12. A factor to be considered is where ANPR Intercept teams are posted for operations. The majority are determined through the CO Together Tasking process, with a list of successful bids from BOCUs passed to the Traffic OCU intelligence unit to confirm dates and times for deployment. Appendix 4 shows the BOCUs that ANPR Intercept operations were located on between 1 January 2006 to 31 March 2006. This reveals that the majority of deployments were to inner London or high volume crime BOCUs.
13. Whilst no profile is in existence within the OCU of a ‘typical’ offender an examination of the background of 100 drivers drawn at random (by VRES) from the first 1,000 vehicles seized under the provisions of the driving whilst uninsured or unlicensed (report reproduced at Appendix 5) found that:
- 39% were white, 42% Black or Black British and 13% Asian or British Asian,
- 57% had a one or more criminal convictions,
- 84% were male,
- 79% were 40 years of age or younger.
14. The MPS is conscious that ANPR, although undoubtedly a very useful tactic in making London safer, could be construed as delivering a disproportionate impact to specific communities when deployed on certain inner London boroughs. This is most clearly evidenced by the statistics showing the differences between the self defined ethnicity, number and percentages of people stopped against those eventually arrested, reported etc. For no doubt a series of social, demographic and other complex reasons, black/black British are significantly, and worryingly, over represented.
15. From the commentary contained within this report, it is hopefully clear that the MPS is aware of the concerns around ANPR and disproportionality. We are keen to continue to work with communities and other stakeholders to better understand why it occurs and what actions can be take to reduce it. Whilst the activation of the ANPR is undoubtedly no or low discretion, the resulting action and decision to stop arguably does involve an element of discretion and this will form the basis for a further piece of work about to be commissioned that will involve MPS corporate IAGs, MPA members and other persons and bodies able to contribute to the debate.
16. Whilst ANPR is an excellent tactic and undoubtedly contributes significantly to making London safer, it is important that all communities see it as a ‘fair’ tactic and not one that disproportionately disadvantages ‘their’ community. The MPS understand the importance of retaining community trust and confidence in ANPR and will continue to work with partners to achieve it.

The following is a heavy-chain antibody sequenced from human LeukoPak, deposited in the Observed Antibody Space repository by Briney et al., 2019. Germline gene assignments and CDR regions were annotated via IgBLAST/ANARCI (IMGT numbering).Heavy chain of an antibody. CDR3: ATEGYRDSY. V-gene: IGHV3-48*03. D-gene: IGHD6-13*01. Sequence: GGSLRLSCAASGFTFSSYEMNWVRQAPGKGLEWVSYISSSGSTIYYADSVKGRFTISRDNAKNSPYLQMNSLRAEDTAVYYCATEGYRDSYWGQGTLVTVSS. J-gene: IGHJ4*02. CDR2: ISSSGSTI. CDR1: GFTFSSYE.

D. Financial implications
The operational cost of the ANPR teams is fully funded by the Traffic OCU budget.
E. Background papers
F. Contact details
Report author: Ian Chappell, Superintendent, MPS
For more information contact:
MPA general: 020 7202 0202
Media enquiries: 020 7202 0217/18
MPS ANPR intercept teams arrests and self defined ethnicity from 1 April 2005 to 31 March 2006
|Self defined ethnicity||arrests||% of total|
|A1 – Indian||71||2.9%|
|A2 – Pakistani||51||2.0%|
|A3 – Bangladeshi||16||0.6%|
|A9 – any other Asian background||91||3.7%|
|B1 - Caribbean||646||25.9%|
|B2 – African||331||13.3%|
|B9 – any other black background||41||1.6%|
|M1 – white & black Caribbean||36||1.4%|
|M2 – white & black African||13||0.5%|
|M3 – white & Asian||1||0|
|M9 – any other mixed background||37||1.5%|
|N4 – declines ethnicity||0||0|
|O1 - Chinese||39||1.6%|
|O9 –any other ethnic group||48||1.9%|
|W1 - British||589||23.6%|
|W2 – Irish||47||1.9%|
|W9 – any other white background||191||7.7%|
Total number of arrests made by Traffic Officers between 1 April 2005 and 31 March 2006, broken down by Self-defined ethnicity
Only arrests where TD*, Traffic OCU or Traf* has been entered as the Arresting Officer Div Code or station code on the custody computer, have been included in these figures
|Self-defined ethnicity||Self-defined ethnicity description|
|W9||Any other white background||454|
|M1||White & Black Caribbean||64|
|M2||White & Black African||44|
|M3||White & Asian||23|
|M9||Any other mixed background||52|
|A9||Any other Asian background||138|
|B9||Any other Black background||148|
|O9||Any other Ethnic Group||227|
|N1||Where the officer's presence is urgently required elsewhere||1|
|N2||Situation involving public disorder||1|
|N3||When the person does not appear to understand what is required||57|
|N4||Where the person declines to define their ethnicity||13|
ANPR Intercept team deployments - 1 January 2006 to 31 March 2006
|BOCU||No of deployments|
|TFL (limited database)||49|
2001 census ethnic breakdown
|Borough||Total population||Asian or Asian British||Black or Black British||Chinese or other Ethnic group||Mixed||White British|
|Kingston upon Thames||147266||11467||7.79%||2312||1.57%||5750||3.90%||3344||2.27%||124393||84.47%|